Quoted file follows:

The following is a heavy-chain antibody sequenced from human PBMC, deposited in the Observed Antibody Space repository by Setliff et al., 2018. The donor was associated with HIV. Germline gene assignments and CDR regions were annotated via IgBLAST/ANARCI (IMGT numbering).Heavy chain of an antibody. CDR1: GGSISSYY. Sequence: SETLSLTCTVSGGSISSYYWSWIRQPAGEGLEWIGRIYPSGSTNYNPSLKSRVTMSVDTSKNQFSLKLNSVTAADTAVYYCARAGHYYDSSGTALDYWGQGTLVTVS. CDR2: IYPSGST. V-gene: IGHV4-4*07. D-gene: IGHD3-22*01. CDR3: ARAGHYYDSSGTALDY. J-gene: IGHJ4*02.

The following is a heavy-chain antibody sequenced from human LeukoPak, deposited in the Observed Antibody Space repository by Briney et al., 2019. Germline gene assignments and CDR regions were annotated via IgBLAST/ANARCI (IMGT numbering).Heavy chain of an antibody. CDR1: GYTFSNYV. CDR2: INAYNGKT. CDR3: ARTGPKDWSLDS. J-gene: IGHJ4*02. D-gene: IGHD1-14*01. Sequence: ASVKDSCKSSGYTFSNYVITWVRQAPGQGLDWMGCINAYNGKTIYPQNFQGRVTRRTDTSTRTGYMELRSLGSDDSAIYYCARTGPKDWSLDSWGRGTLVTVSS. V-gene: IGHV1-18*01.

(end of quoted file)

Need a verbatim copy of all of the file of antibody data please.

The following is a heavy-chain antibody sequenced from human PBMC, deposited in the Observed Antibody Space repository by Setliff et al., 2018. The donor was associated with HIV. Germline gene assignments and CDR regions were annotated via IgBLAST/ANARCI (IMGT numbering).Heavy chain of an antibody. CDR1: GGSISSYY. Sequence: SETLSLTCTVSGGSISSYYWSWIRQPAGEGLEWIGRIYPSGSTNYNPSLKSRVTMSVDTSKNQFSLKLNSVTAADTAVYYCARAGHYYDSSGTALDYWGQGTLVTVS. CDR2: IYPSGST. V-gene: IGHV4-4*07. D-gene: IGHD3-22*01. CDR3: ARAGHYYDSSGTALDY. J-gene: IGHJ4*02.

The following is a heavy-chain antibody sequenced from human LeukoPak, deposited in the Observed Antibody Space repository by Briney et al., 2019. Germline gene assignments and CDR regions were annotated via IgBLAST/ANARCI (IMGT numbering).Heavy chain of an antibody. CDR1: GYTFSNYV. CDR2: INAYNGKT. CDR3: ARTGPKDWSLDS. J-gene: IGHJ4*02. D-gene: IGHD1-14*01. Sequence: ASVKDSCKSSGYTFSNYVITWVRQAPGQGLDWMGCINAYNGKTIYPQNFQGRVTRRTDTSTRTGYMELRSLGSDDSAIYYCARTGPKDWSLDSWGRGTLVTVSS. V-gene: IGHV1-18*01.